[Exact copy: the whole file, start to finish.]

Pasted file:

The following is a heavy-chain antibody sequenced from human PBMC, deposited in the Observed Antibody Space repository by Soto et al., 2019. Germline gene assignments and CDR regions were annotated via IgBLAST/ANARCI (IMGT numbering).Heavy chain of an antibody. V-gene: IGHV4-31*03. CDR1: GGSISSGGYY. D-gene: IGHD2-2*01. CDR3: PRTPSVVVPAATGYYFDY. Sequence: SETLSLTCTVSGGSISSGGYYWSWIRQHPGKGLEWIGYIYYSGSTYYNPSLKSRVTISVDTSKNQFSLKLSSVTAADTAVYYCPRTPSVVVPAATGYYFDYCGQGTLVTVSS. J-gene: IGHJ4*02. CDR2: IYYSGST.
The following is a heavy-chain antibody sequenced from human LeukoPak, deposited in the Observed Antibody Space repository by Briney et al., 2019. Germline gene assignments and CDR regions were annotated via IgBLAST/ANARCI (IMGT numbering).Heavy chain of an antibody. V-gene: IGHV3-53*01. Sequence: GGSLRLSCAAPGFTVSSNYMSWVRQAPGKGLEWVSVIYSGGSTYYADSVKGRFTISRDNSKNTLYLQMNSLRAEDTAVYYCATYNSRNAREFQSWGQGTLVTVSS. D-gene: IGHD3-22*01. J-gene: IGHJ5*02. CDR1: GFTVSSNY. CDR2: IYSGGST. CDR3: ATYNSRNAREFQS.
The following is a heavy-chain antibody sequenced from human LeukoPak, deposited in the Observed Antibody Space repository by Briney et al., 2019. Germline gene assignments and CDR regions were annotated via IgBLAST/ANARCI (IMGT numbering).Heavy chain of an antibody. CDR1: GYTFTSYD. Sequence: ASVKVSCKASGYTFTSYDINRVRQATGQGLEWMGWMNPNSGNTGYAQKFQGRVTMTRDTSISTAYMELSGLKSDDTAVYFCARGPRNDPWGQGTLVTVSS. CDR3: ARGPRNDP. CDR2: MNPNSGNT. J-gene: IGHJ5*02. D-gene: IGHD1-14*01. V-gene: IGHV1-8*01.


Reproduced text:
The following is a heavy-chain antibody sequenced from human PBMC, deposited in the Observed Antibody Space repository by Soto et al., 2019. Germline gene assignments and CDR regions were annotated via IgBLAST/ANARCI (IMGT numbering).Heavy chain of an antibody. V-gene: IGHV4-31*03. CDR1: GGSISSGGYY. D-gene: IGHD2-2*01. CDR3: PRTPSVVVPAATGYYFDY. Sequence: SETLSLTCTVSGGSISSGGYYWSWIRQHPGKGLEWIGYIYYSGSTYYNPSLKSRVTISVDTSKNQFSLKLSSVTAADTAVYYCPRTPSVVVPAATGYYFDYCGQGTLVTVSS. J-gene: IGHJ4*02. CDR2: IYYSGST.
The following is a heavy-chain antibody sequenced from human LeukoPak, deposited in the Observed Antibody Space repository by Briney et al., 2019. Germline gene assignments and CDR regions were annotated via IgBLAST/ANARCI (IMGT numbering).Heavy chain of an antibody. V-gene: IGHV3-53*01. Sequence: GGSLRLSCAAPGFTVSSNYMSWVRQAPGKGLEWVSVIYSGGSTYYADSVKGRFTISRDNSKNTLYLQMNSLRAEDTAVYYCATYNSRNAREFQSWGQGTLVTVSS. D-gene: IGHD3-22*01. J-gene: IGHJ5*02. CDR1: GFTVSSNY. CDR2: IYSGGST. CDR3: ATYNSRNAREFQS.
The following is a heavy-chain antibody sequenced from human LeukoPak, deposited in the Observed Antibody Space repository by Briney et al., 2019. Germline gene assignments and CDR regions were annotated via IgBLAST/ANARCI (IMGT numbering).Heavy chain of an antibody. CDR1: GYTFTSYD. Sequence: ASVKVSCKASGYTFTSYDINRVRQATGQGLEWMGWMNPNSGNTGYAQKFQGRVTMTRDTSISTAYMELSGLKSDDTAVYFCARGPRNDPWGQGTLVTVSS. CDR3: ARGPRNDP. CDR2: MNPNSGNT. J-gene: IGHJ5*02. D-gene: IGHD1-14*01. V-gene: IGHV1-8*01.